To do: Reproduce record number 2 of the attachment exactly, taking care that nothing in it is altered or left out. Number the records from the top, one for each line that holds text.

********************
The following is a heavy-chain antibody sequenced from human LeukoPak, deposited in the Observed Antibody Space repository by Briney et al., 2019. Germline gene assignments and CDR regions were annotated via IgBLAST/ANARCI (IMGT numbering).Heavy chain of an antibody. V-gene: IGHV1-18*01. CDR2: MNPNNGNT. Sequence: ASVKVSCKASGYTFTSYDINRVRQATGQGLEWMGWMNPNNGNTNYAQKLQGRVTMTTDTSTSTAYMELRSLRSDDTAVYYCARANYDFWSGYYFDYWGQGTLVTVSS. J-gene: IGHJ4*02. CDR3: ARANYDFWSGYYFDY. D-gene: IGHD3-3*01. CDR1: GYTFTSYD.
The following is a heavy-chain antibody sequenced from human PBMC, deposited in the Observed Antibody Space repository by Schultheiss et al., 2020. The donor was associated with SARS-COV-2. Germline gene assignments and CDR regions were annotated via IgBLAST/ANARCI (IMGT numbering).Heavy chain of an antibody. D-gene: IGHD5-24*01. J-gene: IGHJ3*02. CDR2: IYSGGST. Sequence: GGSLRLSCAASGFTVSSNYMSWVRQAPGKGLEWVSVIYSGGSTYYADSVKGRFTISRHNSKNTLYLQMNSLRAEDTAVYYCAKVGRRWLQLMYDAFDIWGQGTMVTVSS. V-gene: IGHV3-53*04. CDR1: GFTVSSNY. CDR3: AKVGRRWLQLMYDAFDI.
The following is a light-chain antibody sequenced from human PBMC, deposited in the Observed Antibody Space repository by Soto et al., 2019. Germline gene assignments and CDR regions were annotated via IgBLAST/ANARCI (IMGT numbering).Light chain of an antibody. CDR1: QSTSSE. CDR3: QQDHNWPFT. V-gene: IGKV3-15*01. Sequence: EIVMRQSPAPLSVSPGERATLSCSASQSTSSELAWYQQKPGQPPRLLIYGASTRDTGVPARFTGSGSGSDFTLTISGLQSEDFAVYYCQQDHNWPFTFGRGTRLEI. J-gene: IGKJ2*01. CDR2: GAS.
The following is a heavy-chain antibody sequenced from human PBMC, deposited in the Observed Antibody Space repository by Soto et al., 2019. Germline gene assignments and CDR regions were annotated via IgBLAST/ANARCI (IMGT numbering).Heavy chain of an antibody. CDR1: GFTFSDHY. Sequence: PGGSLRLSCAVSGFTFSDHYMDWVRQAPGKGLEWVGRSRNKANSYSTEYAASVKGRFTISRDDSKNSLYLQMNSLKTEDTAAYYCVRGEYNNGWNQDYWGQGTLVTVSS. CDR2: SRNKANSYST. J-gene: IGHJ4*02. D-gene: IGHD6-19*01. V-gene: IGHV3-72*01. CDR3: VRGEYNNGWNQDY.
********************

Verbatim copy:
The following is a heavy-chain antibody sequenced from human PBMC, deposited in the Observed Antibody Space repository by Schultheiss et al., 2020. The donor was associated with SARS-COV-2. Germline gene assignments and CDR regions were annotated via IgBLAST/ANARCI (IMGT numbering).Heavy chain of an antibody. D-gene: IGHD5-24*01. J-gene: IGHJ3*02. CDR2: IYSGGST. Sequence: GGSLRLSCAASGFTVSSNYMSWVRQAPGKGLEWVSVIYSGGSTYYADSVKGRFTISRHNSKNTLYLQMNSLRAEDTAVYYCAKVGRRWLQLMYDAFDIWGQGTMVTVSS. V-gene: IGHV3-53*04. CDR1: GFTVSSNY. CDR3: AKVGRRWLQLMYDAFDI.